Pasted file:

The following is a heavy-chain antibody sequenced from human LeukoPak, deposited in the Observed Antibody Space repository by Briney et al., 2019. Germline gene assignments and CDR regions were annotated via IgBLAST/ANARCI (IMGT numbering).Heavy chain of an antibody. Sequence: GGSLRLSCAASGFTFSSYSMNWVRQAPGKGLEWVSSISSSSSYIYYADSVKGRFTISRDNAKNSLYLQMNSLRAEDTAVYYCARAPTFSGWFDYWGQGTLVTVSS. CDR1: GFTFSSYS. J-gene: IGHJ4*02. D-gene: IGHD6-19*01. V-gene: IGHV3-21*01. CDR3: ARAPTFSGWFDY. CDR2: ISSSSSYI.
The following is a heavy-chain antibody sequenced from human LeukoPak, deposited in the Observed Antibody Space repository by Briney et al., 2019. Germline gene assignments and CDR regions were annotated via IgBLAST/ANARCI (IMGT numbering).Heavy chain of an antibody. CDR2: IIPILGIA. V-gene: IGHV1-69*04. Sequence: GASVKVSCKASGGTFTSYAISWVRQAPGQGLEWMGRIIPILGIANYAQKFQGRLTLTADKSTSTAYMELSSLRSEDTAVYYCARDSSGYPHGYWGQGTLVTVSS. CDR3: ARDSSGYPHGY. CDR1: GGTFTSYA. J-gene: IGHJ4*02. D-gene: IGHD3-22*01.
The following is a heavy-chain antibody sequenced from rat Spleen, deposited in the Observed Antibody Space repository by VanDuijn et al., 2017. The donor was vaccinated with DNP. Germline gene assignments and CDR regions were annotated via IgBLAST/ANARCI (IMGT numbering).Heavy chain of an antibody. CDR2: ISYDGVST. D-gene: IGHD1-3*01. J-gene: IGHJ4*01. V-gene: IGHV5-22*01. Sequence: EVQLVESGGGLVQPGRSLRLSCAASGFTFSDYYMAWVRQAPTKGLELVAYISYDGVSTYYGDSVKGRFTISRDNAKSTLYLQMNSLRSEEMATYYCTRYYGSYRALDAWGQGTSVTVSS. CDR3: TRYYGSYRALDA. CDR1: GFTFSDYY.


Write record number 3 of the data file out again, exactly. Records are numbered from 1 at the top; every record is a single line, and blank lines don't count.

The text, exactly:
The following is a heavy-chain antibody sequenced from rat Spleen, deposited in the Observed Antibody Space repository by VanDuijn et al., 2017. The donor was vaccinated with DNP. Germline gene assignments and CDR regions were annotated via IgBLAST/ANARCI (IMGT numbering).Heavy chain of an antibody. CDR2: ISYDGVST. D-gene: IGHD1-3*01. J-gene: IGHJ4*01. V-gene: IGHV5-22*01. Sequence: EVQLVESGGGLVQPGRSLRLSCAASGFTFSDYYMAWVRQAPTKGLELVAYISYDGVSTYYGDSVKGRFTISRDNAKSTLYLQMNSLRSEEMATYYCTRYYGSYRALDAWGQGTSVTVSS. CDR3: TRYYGSYRALDA. CDR1: GFTFSDYY.